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Käthe Kollwitz: The Art of Compassion

March 1 - May 25, 2003


Käthe Kollwitz (1867-1945) was a leading 20th century German artist. The exhibition consists of 75 works, including 30 rare drawings from the Staatsgalerie Stuttgart, Germany, and 45 prints, drawings and sculptures from public and private collections in Ontario. This comprehensive selection will provide an overview of Kollwitz's work, documenting her artistic development over a fifty-year career. This is the first major exhibition of the artist's work to be organized in Canada since 1962. The Staatsgalerie, Stuttgart collection contains some of the artist's most outstanding drawings which have never been seen as a group outside Germany.

Kollwitz's art was rooted in socialism and naturalism, and focused on the lives of the common people, usually working class women. Through her involvement in the sufferings of the poor in the slums of Berlin, her exposure to the horrors of two world wars, and the experience of living through several personal tragedies, she came to see herself as the "voice of suffering" and "an advocate" for the people. Among her preferred themes were motherhood, sacrifice, separation, oppression and death. She also created many moving self-portraits.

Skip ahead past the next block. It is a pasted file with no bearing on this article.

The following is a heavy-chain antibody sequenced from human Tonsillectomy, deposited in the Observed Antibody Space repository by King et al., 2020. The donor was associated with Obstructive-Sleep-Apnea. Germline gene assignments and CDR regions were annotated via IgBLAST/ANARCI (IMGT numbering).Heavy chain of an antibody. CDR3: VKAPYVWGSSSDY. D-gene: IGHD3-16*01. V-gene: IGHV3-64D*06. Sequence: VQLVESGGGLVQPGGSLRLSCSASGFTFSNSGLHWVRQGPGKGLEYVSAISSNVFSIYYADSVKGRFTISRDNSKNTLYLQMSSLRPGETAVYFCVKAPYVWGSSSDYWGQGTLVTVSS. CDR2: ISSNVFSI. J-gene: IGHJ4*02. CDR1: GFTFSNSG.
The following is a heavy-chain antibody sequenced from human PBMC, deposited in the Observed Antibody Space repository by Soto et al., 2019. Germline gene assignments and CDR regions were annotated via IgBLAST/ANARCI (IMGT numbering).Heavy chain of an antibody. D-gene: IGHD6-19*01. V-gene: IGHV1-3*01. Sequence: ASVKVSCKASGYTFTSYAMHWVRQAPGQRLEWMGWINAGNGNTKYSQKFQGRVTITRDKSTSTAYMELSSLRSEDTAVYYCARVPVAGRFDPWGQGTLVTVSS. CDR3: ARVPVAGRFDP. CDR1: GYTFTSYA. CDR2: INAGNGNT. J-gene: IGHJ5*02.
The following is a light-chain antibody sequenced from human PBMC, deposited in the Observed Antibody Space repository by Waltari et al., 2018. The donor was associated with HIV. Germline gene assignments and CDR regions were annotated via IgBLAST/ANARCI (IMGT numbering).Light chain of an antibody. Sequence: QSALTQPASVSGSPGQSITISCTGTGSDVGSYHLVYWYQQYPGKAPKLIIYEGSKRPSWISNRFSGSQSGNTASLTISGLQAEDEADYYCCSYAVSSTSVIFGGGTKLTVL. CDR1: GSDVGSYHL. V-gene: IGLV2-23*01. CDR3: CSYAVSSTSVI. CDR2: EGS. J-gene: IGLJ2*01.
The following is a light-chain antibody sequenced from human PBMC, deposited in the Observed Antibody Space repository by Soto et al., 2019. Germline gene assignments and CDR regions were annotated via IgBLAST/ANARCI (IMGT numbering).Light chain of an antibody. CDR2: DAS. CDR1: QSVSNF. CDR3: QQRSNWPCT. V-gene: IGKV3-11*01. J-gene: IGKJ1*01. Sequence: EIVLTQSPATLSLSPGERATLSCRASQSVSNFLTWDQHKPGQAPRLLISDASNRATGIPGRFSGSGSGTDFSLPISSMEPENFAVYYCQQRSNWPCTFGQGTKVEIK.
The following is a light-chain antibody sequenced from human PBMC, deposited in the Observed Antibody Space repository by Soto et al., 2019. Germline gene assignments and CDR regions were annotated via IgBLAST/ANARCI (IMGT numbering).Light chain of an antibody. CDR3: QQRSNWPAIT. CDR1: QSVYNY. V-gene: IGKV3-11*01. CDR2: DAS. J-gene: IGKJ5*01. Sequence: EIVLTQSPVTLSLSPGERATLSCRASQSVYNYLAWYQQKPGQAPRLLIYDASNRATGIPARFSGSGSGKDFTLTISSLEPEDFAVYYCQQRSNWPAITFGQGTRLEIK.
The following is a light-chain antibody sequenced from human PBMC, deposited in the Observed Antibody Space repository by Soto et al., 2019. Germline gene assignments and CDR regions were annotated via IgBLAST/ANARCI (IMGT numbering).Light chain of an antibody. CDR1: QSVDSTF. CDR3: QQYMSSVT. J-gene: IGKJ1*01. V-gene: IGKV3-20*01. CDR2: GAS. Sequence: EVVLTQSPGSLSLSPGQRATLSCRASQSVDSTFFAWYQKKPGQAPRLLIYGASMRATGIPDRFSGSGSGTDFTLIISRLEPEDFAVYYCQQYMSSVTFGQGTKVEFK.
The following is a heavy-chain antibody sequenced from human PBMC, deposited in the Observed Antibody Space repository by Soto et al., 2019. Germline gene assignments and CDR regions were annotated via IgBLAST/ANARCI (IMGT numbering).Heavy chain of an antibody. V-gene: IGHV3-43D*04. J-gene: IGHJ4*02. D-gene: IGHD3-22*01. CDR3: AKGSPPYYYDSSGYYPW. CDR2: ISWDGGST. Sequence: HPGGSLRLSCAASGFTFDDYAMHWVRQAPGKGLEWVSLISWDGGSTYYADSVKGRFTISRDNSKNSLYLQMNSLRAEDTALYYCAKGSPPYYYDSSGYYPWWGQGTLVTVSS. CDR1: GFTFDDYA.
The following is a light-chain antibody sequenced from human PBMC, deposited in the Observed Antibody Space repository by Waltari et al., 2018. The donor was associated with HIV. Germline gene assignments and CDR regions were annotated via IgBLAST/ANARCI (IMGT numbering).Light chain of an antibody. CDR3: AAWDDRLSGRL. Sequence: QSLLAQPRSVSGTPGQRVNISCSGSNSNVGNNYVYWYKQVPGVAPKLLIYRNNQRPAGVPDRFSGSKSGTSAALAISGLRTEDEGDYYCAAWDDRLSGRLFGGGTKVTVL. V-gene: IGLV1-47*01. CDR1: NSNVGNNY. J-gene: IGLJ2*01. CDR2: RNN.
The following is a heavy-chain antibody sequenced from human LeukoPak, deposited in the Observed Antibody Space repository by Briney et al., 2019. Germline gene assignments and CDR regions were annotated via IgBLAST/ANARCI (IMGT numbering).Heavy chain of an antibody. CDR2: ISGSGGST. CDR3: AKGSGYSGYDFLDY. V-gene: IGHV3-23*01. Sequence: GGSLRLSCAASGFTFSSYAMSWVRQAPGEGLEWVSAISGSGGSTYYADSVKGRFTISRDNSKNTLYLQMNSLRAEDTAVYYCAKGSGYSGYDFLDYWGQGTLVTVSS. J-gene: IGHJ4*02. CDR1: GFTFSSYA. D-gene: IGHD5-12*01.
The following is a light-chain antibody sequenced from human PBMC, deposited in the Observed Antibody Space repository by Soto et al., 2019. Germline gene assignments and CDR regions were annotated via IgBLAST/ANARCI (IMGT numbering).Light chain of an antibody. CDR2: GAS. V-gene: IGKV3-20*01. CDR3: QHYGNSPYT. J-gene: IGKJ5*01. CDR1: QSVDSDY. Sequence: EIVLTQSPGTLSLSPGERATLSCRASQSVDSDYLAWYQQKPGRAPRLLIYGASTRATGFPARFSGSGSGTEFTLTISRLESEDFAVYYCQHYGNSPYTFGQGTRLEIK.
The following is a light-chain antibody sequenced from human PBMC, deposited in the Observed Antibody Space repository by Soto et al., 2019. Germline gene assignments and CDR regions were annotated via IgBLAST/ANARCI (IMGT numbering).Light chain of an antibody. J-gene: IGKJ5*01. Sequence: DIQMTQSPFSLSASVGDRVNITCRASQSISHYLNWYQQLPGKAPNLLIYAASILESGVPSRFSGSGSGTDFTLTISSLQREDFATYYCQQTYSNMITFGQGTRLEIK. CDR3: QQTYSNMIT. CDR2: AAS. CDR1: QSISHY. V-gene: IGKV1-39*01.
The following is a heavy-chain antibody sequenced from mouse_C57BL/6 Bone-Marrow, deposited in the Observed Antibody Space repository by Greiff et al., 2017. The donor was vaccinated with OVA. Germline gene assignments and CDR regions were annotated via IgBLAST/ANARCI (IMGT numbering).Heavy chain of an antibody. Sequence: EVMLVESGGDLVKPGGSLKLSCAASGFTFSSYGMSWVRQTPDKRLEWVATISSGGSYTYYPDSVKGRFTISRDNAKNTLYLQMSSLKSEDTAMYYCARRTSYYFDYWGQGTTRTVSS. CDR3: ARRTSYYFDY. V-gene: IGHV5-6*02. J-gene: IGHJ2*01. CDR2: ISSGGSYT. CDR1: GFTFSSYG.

Published by the AGO, this 72-page catalogue will include 45 reproductions (15 colour, and 30 b&w). Contents of the catalogue include: a brief history of the Stuttgart Kollwitz collection by the former curator Dr. Gunther Thiem; an overview of Kollwitz's life and art by Brenda Rix; and a major essay by Kollwitz scholar, Jay Clarke, Associate Curator of Prints and Drawings, Art Institute of Chicago.

Organized by the

Art Gallery of Ontario, with drawings from the Staatsgalerie Stuttgart / Graphische Sammlung

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